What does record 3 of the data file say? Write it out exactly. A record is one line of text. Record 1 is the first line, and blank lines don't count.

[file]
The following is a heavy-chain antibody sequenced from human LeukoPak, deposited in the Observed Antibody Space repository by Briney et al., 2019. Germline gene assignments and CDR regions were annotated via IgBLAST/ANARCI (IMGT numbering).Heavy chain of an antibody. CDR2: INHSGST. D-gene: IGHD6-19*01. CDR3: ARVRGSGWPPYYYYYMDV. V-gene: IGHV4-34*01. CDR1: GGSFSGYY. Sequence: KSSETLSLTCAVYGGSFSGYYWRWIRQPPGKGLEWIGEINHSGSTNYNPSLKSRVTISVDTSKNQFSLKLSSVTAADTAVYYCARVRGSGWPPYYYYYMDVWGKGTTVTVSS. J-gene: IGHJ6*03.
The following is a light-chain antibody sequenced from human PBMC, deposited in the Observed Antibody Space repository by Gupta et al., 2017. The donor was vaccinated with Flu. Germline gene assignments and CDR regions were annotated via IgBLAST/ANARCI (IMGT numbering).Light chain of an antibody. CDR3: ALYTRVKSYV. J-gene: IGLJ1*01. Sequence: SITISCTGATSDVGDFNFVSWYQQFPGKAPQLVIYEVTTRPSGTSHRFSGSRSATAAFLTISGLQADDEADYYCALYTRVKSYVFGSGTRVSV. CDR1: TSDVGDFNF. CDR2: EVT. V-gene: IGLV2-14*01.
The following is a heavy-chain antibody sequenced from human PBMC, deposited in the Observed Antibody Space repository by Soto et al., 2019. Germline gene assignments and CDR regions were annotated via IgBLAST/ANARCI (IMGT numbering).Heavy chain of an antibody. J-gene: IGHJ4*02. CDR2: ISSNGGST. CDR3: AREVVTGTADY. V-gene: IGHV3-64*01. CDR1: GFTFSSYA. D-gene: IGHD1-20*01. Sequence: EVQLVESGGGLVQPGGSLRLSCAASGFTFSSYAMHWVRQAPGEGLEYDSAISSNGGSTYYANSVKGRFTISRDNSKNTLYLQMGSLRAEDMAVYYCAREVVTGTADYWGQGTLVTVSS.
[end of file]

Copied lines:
The following is a heavy-chain antibody sequenced from human PBMC, deposited in the Observed Antibody Space repository by Soto et al., 2019. Germline gene assignments and CDR regions were annotated via IgBLAST/ANARCI (IMGT numbering).Heavy chain of an antibody. J-gene: IGHJ4*02. CDR2: ISSNGGST. CDR3: AREVVTGTADY. V-gene: IGHV3-64*01. CDR1: GFTFSSYA. D-gene: IGHD1-20*01. Sequence: EVQLVESGGGLVQPGGSLRLSCAASGFTFSSYAMHWVRQAPGEGLEYDSAISSNGGSTYYANSVKGRFTISRDNSKNTLYLQMGSLRAEDMAVYYCAREVVTGTADYWGQGTLVTVSS.